Team members with the new vehicle. Photo: ASSAR

Team members with the new vehicle. Photo: ASSAR

A rescue team’s new high-tech vehicle has gone into service after a major fundraising effort.

Avon & Somerset Search and Rescue’s incident control van became operational at the beginning of this month, allowing the team to co-ordinate rescues across its area.

The team’s vehicle officer Adrian Payne said: “This new incident control vehicle takes us to the cutting edge of being able to help people far from help.

“We have to be able to plan and coordinate search and rescue operations from a wide variety of locations. Typically we get called out to remote places in the middle of the night and have to be able to operate with no or limited support.

The vehicle has been fitted out with the latest technology. Photo: ASSAR

The vehicle has been fitted out with the latest technology. Photo: ASSAR

“It has been a huge fundraising effort from everyone and lots of time fitting the kit from fellow team members but we know this will help us become even more effective.”

The vehicle is a long wheel base VW Crafter. It has been fitted with the latest technology by specialists within ASSAR. To help plan searches and coordinate rescues the operational control area has a server, local area network and wi-fi connectivity; two docking stations and 24-inch monitors for Toughbook laptops loaded with computer mapping and software for administering a search and three of the latest digital radios and a wide range of charging points.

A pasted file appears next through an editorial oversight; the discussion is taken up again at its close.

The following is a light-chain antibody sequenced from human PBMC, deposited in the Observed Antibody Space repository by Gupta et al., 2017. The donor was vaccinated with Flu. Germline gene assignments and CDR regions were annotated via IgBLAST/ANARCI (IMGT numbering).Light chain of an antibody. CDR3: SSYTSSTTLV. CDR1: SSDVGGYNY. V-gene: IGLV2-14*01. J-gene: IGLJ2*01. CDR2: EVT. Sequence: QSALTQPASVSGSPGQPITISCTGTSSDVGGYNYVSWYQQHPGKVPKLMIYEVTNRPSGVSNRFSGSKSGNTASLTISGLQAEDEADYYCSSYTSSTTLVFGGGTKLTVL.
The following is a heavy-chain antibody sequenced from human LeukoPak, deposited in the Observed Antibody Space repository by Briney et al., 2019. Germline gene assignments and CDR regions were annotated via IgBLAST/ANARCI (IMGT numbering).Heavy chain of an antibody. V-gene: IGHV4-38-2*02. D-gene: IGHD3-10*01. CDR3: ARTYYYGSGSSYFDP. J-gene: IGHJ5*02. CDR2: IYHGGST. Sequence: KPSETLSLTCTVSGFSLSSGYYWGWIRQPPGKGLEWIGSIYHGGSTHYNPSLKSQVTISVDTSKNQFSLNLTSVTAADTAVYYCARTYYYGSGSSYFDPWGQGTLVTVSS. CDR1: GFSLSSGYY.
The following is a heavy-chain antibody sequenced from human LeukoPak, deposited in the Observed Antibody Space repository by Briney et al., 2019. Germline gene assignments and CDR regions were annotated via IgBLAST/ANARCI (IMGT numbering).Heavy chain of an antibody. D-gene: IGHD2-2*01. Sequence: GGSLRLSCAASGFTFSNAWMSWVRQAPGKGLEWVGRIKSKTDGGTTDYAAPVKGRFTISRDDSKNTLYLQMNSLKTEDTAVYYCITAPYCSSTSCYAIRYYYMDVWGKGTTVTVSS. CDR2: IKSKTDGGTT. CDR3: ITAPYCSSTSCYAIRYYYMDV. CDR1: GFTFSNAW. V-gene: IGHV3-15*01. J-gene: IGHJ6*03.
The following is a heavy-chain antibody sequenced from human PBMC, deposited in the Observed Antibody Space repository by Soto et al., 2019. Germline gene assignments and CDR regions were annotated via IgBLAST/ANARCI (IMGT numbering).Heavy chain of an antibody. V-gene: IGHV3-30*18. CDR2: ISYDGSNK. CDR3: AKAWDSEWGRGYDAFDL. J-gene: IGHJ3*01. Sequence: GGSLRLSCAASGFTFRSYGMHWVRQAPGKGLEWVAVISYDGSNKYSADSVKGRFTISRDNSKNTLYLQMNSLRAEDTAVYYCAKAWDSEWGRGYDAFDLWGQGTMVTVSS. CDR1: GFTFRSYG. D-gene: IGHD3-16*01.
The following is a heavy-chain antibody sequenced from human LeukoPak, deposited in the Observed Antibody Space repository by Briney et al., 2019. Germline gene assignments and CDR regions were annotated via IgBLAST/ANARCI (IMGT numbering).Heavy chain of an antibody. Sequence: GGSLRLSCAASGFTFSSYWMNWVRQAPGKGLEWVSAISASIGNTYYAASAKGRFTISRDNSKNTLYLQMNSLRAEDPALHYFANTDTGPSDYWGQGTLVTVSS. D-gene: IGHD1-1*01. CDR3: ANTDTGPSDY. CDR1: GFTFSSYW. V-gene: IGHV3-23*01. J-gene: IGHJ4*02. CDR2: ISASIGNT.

There is a planning area within the van for collaboration with other emergency services, welfare facilities to cater for ASSARs search specialists and a second bulkhead fitted to contain a caged unit for ASSARs search kit and stretchers.

Avon & Somerset Search and Rescue are the police’s chosen search and rescue resource in Avon and Somerset. Staffed by volunteers, it is on call 24 hours a day, 365 days a year, whatever the weather or time of day.

The team is called out around 35 times a year to find missing high-risk and vulnerable people. Members have been involved with high-profile cases such as Charlotte Bevan and Joanna Yeates in Avon Gorge along with many incidents in Cheddar Gorge and across the area.

More details about the team are on its website.